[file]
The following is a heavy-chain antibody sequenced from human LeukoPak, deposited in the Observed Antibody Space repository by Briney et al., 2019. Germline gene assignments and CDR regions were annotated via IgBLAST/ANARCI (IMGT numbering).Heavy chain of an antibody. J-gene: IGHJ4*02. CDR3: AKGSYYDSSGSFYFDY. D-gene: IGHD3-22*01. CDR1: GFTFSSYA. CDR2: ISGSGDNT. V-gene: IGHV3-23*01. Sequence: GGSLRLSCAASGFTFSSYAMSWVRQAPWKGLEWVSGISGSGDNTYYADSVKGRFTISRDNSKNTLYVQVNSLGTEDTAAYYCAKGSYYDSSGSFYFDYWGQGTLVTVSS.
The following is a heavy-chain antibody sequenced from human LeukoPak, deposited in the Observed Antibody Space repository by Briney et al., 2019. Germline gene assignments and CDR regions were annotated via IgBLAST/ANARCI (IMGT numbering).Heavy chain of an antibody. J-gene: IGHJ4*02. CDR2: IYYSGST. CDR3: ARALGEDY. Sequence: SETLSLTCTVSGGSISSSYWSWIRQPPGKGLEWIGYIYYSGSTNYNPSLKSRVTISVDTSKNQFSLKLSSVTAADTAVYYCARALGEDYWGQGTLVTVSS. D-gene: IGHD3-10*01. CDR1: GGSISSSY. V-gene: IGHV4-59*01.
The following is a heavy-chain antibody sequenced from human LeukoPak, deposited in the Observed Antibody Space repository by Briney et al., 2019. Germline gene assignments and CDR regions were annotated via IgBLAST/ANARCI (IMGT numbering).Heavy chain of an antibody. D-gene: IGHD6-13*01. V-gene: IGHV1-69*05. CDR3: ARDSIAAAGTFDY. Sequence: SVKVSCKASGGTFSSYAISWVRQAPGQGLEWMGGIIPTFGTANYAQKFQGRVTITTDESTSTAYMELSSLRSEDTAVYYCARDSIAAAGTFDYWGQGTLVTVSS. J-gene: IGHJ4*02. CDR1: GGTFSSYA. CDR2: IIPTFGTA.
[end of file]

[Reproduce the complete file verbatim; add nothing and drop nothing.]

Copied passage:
The following is a heavy-chain antibody sequenced from human LeukoPak, deposited in the Observed Antibody Space repository by Briney et al., 2019. Germline gene assignments and CDR regions were annotated via IgBLAST/ANARCI (IMGT numbering).Heavy chain of an antibody. J-gene: IGHJ4*02. CDR3: AKGSYYDSSGSFYFDY. D-gene: IGHD3-22*01. CDR1: GFTFSSYA. CDR2: ISGSGDNT. V-gene: IGHV3-23*01. Sequence: GGSLRLSCAASGFTFSSYAMSWVRQAPWKGLEWVSGISGSGDNTYYADSVKGRFTISRDNSKNTLYVQVNSLGTEDTAAYYCAKGSYYDSSGSFYFDYWGQGTLVTVSS.
The following is a heavy-chain antibody sequenced from human LeukoPak, deposited in the Observed Antibody Space repository by Briney et al., 2019. Germline gene assignments and CDR regions were annotated via IgBLAST/ANARCI (IMGT numbering).Heavy chain of an antibody. J-gene: IGHJ4*02. CDR2: IYYSGST. CDR3: ARALGEDY. Sequence: SETLSLTCTVSGGSISSSYWSWIRQPPGKGLEWIGYIYYSGSTNYNPSLKSRVTISVDTSKNQFSLKLSSVTAADTAVYYCARALGEDYWGQGTLVTVSS. D-gene: IGHD3-10*01. CDR1: GGSISSSY. V-gene: IGHV4-59*01.
The following is a heavy-chain antibody sequenced from human LeukoPak, deposited in the Observed Antibody Space repository by Briney et al., 2019. Germline gene assignments and CDR regions were annotated via IgBLAST/ANARCI (IMGT numbering).Heavy chain of an antibody. D-gene: IGHD6-13*01. V-gene: IGHV1-69*05. CDR3: ARDSIAAAGTFDY. Sequence: SVKVSCKASGGTFSSYAISWVRQAPGQGLEWMGGIIPTFGTANYAQKFQGRVTITTDESTSTAYMELSSLRSEDTAVYYCARDSIAAAGTFDYWGQGTLVTVSS. J-gene: IGHJ4*02. CDR1: GGTFSSYA. CDR2: IIPTFGTA.